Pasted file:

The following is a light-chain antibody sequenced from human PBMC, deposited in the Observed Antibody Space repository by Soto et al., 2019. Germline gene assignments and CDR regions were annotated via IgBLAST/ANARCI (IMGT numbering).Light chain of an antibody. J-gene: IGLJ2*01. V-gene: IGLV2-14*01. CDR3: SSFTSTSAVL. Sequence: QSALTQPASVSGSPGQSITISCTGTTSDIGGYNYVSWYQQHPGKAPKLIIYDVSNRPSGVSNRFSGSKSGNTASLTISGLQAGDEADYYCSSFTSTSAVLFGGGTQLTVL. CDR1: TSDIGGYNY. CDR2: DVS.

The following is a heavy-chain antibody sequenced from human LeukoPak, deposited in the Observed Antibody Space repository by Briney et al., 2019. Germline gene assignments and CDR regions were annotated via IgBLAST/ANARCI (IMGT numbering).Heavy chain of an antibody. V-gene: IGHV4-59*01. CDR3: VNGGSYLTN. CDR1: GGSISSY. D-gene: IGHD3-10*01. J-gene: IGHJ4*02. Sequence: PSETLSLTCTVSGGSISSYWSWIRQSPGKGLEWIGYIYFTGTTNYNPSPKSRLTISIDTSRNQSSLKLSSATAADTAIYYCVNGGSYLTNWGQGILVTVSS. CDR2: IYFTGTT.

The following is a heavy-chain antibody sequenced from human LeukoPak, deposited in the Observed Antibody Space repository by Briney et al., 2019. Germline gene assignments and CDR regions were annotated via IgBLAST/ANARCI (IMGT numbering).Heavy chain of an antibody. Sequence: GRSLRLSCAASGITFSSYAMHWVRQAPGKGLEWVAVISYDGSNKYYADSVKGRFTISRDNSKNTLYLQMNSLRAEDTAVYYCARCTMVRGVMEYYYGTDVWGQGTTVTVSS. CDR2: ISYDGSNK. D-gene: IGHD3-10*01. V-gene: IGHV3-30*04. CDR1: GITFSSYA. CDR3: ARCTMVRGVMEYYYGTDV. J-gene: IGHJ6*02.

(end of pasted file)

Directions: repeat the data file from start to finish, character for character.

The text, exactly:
The following is a light-chain antibody sequenced from human PBMC, deposited in the Observed Antibody Space repository by Soto et al., 2019. Germline gene assignments and CDR regions were annotated via IgBLAST/ANARCI (IMGT numbering).Light chain of an antibody. J-gene: IGLJ2*01. V-gene: IGLV2-14*01. CDR3: SSFTSTSAVL. Sequence: QSALTQPASVSGSPGQSITISCTGTTSDIGGYNYVSWYQQHPGKAPKLIIYDVSNRPSGVSNRFSGSKSGNTASLTISGLQAGDEADYYCSSFTSTSAVLFGGGTQLTVL. CDR1: TSDIGGYNY. CDR2: DVS.

The following is a heavy-chain antibody sequenced from human LeukoPak, deposited in the Observed Antibody Space repository by Briney et al., 2019. Germline gene assignments and CDR regions were annotated via IgBLAST/ANARCI (IMGT numbering).Heavy chain of an antibody. V-gene: IGHV4-59*01. CDR3: VNGGSYLTN. CDR1: GGSISSY. D-gene: IGHD3-10*01. J-gene: IGHJ4*02. Sequence: PSETLSLTCTVSGGSISSYWSWIRQSPGKGLEWIGYIYFTGTTNYNPSPKSRLTISIDTSRNQSSLKLSSATAADTAIYYCVNGGSYLTNWGQGILVTVSS. CDR2: IYFTGTT.

The following is a heavy-chain antibody sequenced from human LeukoPak, deposited in the Observed Antibody Space repository by Briney et al., 2019. Germline gene assignments and CDR regions were annotated via IgBLAST/ANARCI (IMGT numbering).Heavy chain of an antibody. Sequence: GRSLRLSCAASGITFSSYAMHWVRQAPGKGLEWVAVISYDGSNKYYADSVKGRFTISRDNSKNTLYLQMNSLRAEDTAVYYCARCTMVRGVMEYYYGTDVWGQGTTVTVSS. CDR2: ISYDGSNK. D-gene: IGHD3-10*01. V-gene: IGHV3-30*04. CDR1: GITFSSYA. CDR3: ARCTMVRGVMEYYYGTDV. J-gene: IGHJ6*02.